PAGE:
Richard Jeffrey explores why productivity gains have been so hard to achieve in the major economies since the financial crisis
Several countries have now reached a crucial staging post on the long road to economic and policy normality. In fact, were you to look at an array of headline data for the US, Germany and the UK, you would think that those countries were already back onto a normal growth path. However, there is one link in the drive chains of these economies (which have been amongst the more successful over the past seven years) that is not yet in place. While the headline growth numbers look reasonable, the underlying productivity trends have been worrying.
Productivity, which at the simplest level is the amount produced by the average working person over a period, is a strange number in that, although crucial, it is always measured indirectly. So, it relies on ourstatistical authorities producing accurate information on both total output and total employment. Putting that issue to one side for a moment, it is obvious that an economy can grow only if those in work produce more (that is, they can improve their productivity) or the number of people in employment rises.
Another important concept is that, to be sustainable, productivity improvements must be brought about without working people having to work ever harder – improvements must be the result either of better technology or of permanent efficiency gains. And one other fact is also worth highlighting: in the longer term, people can only be paid more in real terms if they produce more.
During the decade or so before the recession, the US, German and UK economies grew by average rates of 3.2%, 1.5% and 2.9%, respectively. Within this, productivity gains contributed 2.3%, 1.2% and 1.9% (it is worth noting that numbers for Germany are probably understated due tothe impact of reunification and the introduction of the euro). Making up the difference, all three economies saw growth rates enhanced though an expansion of the numbers in employment.
This reflected both increased workforce sizes and increases in the proportion of people of working age in employment. So, in the UK’s case, output (or GDP) growth averaged 2.9% per annum between 1993 and 2007, of which 1.9% came from productivity gains, 0.6% from an increased workforce size and 0.4% as a result of an increased proportion of the working population actually in work.
We can immediately contrast those numbers with more recent experience. Between 2010 and 2016, GDP growth in the UK averaged a respectable 1.9%per year. Of this, only 0.7% was as a result of productivity improvements, while 0.8% reflected increases in the size of the total workforce and 0.5% came from increased employment.
So, the total rise in the numbers in work has contributed 1.2% to the average annual growth rate in the UK during the recovery from the great recession. In the US, the equivalent percentage is 0.9% and in Germany it is also 0.9%; these numbers can be contrasted with productivity gains of just 1.0% and 1.1%, respectively.
The bigger picture
While, in international growth terms, it may be GDP numbers that determine who tops the league, in the context of intrinsic economic wellbeing, it is growth in GDP per head of population that is vital. In nations with unchanging population age profiles, growth per capita will be virtually identical to gains in productivity.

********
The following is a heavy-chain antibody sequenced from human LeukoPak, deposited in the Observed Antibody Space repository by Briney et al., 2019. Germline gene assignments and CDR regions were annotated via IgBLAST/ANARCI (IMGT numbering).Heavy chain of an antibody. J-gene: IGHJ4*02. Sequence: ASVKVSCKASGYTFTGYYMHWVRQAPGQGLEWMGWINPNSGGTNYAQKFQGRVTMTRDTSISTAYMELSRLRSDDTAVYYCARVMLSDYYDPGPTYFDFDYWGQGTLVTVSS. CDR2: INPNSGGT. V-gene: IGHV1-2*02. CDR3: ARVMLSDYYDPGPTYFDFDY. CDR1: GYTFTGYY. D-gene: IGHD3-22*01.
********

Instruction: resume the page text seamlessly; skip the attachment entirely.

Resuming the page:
For those countries with ageing populations, however, per capita growth will tend to be lower than productivity growth – something that will intensify the issues caused by weak productivity trends. For the US and UK, ageing is not so much of a problem. For Germany, it represents a dark shadow over future growth.
To an extent, countries like the US, Germany and the UK have been hiding behind the satisfactory growth numbers reported since the recession and have been able to brush off weaker (but more important) trends in productivity. Near-full employment with domestic labour forces and the likelihood that immigration will contribute less to growth mean that this will no longer be so easy to distract attention from. It will be incumbent on policy makers and the wider economics profession to come up with more coherent explanations for recent trends.
If, as I strongly believe, weak productivity trends in advanced economies during the period since the recession are linked directly to very low interest rates and bond yields, then rising rates in the US and, more recently, in the UK, should initiate an improved productivity trend.
In essence, my analysis suggests that low interest rates induce economic laziness.
The challenge of higher interest rates should encourage companies to undertake higher levels of productivity-enhancing investment in new technology.
In the context of the EU, one further observation is pertinent to the position in Germany and the UK. While tapping into the cheaper EU pool of labour may be beneficial at the corporate and GDP levels, it is not beneficial to people already in employment. It is not so much that bringing people into the workforce from overseas forces down wages; rather it is that having access to a supply of cheaper labour discourages companies from undertaking the productivity-enhancing investment that would otherwise lead to real income growth for those already in employment.
One final observation is appropriate for the UK. I estimate that recent annual GDP growth numbers have probably been understated by round 0.25%. While this would boost recent productivity growth to average an annual rate of around 1%, the fundamental problem is only modestly reduced.
Richard Jeffrey was Chief Economist at Cazenove Capital until he retired in January 2018.
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